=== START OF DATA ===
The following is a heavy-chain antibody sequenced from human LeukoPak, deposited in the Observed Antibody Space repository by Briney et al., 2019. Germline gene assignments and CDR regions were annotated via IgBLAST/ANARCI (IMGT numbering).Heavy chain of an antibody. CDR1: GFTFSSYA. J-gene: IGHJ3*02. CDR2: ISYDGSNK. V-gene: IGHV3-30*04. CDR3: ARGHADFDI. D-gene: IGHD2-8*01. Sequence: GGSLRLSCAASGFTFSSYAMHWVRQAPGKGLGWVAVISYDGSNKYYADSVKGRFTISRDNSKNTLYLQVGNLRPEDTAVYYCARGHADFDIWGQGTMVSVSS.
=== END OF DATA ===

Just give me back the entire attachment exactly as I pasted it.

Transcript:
The following is a heavy-chain antibody sequenced from human LeukoPak, deposited in the Observed Antibody Space repository by Briney et al., 2019. Germline gene assignments and CDR regions were annotated via IgBLAST/ANARCI (IMGT numbering).Heavy chain of an antibody. CDR1: GFTFSSYA. J-gene: IGHJ3*02. CDR2: ISYDGSNK. V-gene: IGHV3-30*04. CDR3: ARGHADFDI. D-gene: IGHD2-8*01. Sequence: GGSLRLSCAASGFTFSSYAMHWVRQAPGKGLGWVAVISYDGSNKYYADSVKGRFTISRDNSKNTLYLQVGNLRPEDTAVYYCARGHADFDIWGQGTMVSVSS.